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Austria: Termination of employment

Original and updating author: Silva Palzer, Eversheds Austria
Updating authors: Klaus Cavar and Lena-Sophie Kaltenegger, Eversheds Austria

Consultant editor: Martin Risak

Summary

  • The employer or employee may generally terminate an open-ended employment contract at any time by giving notice, without having to give a reason for the termination. (See General)
  • Notice periods may be set by statute, an applicable collective agreement or the employment contract, and rules in this area differ for white-collar employees and blue-collar employees. (See Notice periods)
  • The employer or employee may terminate an employment contract without notice only for substantial reasons that make it unreasonable to continue with the employment relationship. Such reasons are mostly specified by statute. (See Termination without notice)
  • Employees receive special protection against dismissal in certain circumstances - for example, during pregnancy and in the four months after childbirth, during parental leave, and while acting as a works council member - and may be dismissed only with the prior consent of a court and for specified reasons. (See Special dismissal protection)
  • Dismissal on grounds of redundancy is not generally subject to special rules or procedures, other than those that apply to ordinary termination of the employment contract, although employers must inform and consult the works council, and notify the Public Employment Service, in advance about planned collective terminations. (See Redundancy)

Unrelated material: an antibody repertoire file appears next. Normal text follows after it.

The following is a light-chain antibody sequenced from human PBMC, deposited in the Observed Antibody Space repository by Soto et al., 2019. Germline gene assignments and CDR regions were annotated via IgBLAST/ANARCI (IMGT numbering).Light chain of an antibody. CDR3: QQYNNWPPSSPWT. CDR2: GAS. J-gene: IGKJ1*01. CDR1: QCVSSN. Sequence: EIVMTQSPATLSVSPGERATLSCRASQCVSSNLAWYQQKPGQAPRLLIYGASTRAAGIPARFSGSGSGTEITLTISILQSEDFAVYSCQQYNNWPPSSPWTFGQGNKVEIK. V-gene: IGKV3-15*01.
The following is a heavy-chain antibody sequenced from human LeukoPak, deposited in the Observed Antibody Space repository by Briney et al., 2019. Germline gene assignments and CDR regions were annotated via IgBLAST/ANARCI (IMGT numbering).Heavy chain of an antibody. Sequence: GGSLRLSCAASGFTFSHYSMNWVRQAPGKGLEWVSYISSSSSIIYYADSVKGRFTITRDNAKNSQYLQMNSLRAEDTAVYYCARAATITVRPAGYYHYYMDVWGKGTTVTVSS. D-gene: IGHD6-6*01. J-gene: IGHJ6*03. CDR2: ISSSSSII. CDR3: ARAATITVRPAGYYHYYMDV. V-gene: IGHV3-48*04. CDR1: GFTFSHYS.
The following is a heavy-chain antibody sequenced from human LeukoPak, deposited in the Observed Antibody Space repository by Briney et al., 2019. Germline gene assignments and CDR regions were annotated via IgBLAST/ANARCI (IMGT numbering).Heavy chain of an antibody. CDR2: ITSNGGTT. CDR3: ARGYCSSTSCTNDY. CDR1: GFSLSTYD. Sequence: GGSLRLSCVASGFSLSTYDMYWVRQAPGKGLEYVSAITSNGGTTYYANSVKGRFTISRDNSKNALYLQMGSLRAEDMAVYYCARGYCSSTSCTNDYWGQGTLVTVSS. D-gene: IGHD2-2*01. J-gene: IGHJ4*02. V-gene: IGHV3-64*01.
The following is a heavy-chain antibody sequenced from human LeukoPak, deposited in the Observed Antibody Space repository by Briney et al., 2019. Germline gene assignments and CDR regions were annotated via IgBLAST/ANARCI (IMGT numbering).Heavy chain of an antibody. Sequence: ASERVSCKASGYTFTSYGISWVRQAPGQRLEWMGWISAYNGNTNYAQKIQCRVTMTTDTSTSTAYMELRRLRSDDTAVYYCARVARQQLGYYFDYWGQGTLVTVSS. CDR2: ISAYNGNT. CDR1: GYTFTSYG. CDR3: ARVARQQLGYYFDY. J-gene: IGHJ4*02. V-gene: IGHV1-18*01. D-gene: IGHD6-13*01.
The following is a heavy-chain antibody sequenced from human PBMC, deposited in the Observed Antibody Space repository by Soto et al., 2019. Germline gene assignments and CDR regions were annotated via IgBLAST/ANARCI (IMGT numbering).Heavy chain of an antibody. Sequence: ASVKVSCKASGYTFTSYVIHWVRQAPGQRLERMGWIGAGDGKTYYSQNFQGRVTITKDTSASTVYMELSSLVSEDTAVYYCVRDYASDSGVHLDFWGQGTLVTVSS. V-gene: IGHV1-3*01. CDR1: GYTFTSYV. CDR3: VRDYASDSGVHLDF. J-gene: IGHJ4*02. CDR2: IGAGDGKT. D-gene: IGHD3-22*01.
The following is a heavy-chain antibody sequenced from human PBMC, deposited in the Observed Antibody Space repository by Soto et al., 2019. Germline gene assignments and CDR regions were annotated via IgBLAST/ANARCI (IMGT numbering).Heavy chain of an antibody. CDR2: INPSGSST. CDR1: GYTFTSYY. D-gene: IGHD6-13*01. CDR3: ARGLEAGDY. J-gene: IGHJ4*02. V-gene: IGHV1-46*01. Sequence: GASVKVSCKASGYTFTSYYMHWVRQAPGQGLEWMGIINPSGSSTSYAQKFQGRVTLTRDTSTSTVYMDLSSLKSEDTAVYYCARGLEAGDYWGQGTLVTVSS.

• The employer and employee may terminate the employment contract at any time by mutual consent, and few statutory rules govern such terminations. (See Termination by mutual consent)
  • The employer must inform and, on request, consult the works council about dismissals. (See Termination procedures)
  • Employees are entitled to a severance payment when their employment ends in certain circumstances, either directly from their employer or from a collective employer-financed fund. (See Severance payments)
  • At the end of an employment relationship, the employer is obliged, at the employee's request, to provide a written certificate stating the nature and length of the employment. (See Certificate of employment)
  • A dismissal can potentially be challenged in a labour court on the grounds that it was based on an unlawful reason, was "socially unjustified" or was discriminatory. (See Contesting dismissals in court)